by Hannah Cruz
The Norman Transcript
NORMAN — In its 100th year, the upcoming University of Oklahoma School of Art and Art History Student Exhibition highlights the diverse talent the school has to offer.
A total of 55 students will exhibit their art during the competitive, juried show that is annually held in the spring, showcasing mediums like painting, printmaking, ceramics, photography, film and video, technology and design.
Jessica Upson, with the OU School of Art and Art History, said the exhibition is open to all OU students enrolled in at least one School of Art and Art History course, including undergraduate and graduate level students and non-art majors.
“A juried exhibition allows for a more competitive experience for our students. This should give them a glimpse into the more professional world of exhibiting,” Upson said. “We always urge our students to submit their work for exhibitions outside of the School of Art and Art History, but this show will really help to prepare students for life as an artist post-graduation.”
The centennial anniversary exhibit will be juried by artist and University of Texas at Austin art professor Michael Ray Charles. Upson said choosing an artist that is not affiliated with the university allows for a non-biased jurying process.
Charles will visit the school in January to critique students work one-on-one. He will also select works from the exhibition to receive awards. Multiple awards with cash prizes totaling more than $6,000 will be presented to students at the opening reception on Jan. 17, including the top award, the T.G. Mays Purchase Award, which is offered to a student whose artwork becomes a part of the Fred Jones Jr. Museum of Art’s permanent collection.
An installation of works by OU visual communication students also will accompany the annual student show in the Ellen and Richard L. Sandor Gallery. XXVC features works by current students and alumni to help commemorate 25 years of the design program.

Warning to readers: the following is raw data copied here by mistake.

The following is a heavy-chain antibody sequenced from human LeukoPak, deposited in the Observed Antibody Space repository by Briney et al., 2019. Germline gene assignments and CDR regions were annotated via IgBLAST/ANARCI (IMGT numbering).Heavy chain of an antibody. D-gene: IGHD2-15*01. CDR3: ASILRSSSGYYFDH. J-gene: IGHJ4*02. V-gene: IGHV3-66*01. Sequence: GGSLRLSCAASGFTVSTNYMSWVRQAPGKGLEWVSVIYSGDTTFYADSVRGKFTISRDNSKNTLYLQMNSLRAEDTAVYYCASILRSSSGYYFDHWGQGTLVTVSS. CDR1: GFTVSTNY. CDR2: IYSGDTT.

In conjunction with the exhibition, the school is also hosting an Alumni Exhibition. The show runs Jan. 13 to Feb. 14 in the Lightwell Gallery at the School of Art and Art History, and includes the work of 24 alumni hand-picked by current faculty.
For more information about the OU School of Art and Art History visit art.ou.edu. The Fred Jones Jr. Museum of Art’s website is ou.edu/fjjma.
The 100th Annual Student Exhibition opening reception is scheduled for 7-9 p.m. Jan. 17 at the Fred Jones Jr. Museum of Art, 555 Elm Ave. Awards will be announced at 8 p.m. The event is free and open to the public. The exhibition runs through Feb. 16. Many additional, free events are planned in conjunction with the 100th Student Exhibition. See below for a complete listing:
· Alumni Show opening reception 6 p.m. Jan. 17 at the OU School of Art and Art History’s Lightwell Gallery, 522 Parrington Oval.
· Sterling Gates (alum) lecture 6 p.m. Jan. 23 at the Fred Jones Jr. Museum of Art, 555 Elm Ave.
· Michael Ray Charles (guest juror) lecture 7 p.m. Jan. 16 at the Fred Jones Jr. Museum of Art, 555 Elm Ave.
· NASCENT: University of Oklahoma Student Film Screening 7 p.m. Feb. 13 at the Fred Jones Jr. Museum of art, 555 Elm Ave.
Several students showing work in the 100th Annual Student Exhibition commented on participating in the exhibit:
“It gave me a lot more confidence in my work and knowing I’m not the only one who appreciates it. Normally I would just shoot it and have it around my house. It gave me more confidence to go photograph other things.” - Sydney Vaughn, senior European studies major
“It’s a great experience to know the process of what goes in a show and what it takes, really. It’s a competition. It’s always going to be a competition. So it pushes your limits as an artist to really give it your best. You want to show your best work to your community. You don’t want to show something you’re not proud of.” - Courtney Creedon, recent studio art graduate
“Because it’s in such a nice and dignified environment, it gives me a sense of confidence that I’ve been in that nice of a space. It pushed me to give a very refined finished piece to match the environment that it’s in, unlike some of the more ad-lib shows that are a little more rugged. It pushed me to make my piece a little bit better.” - Helen Harris, senior sculpture major
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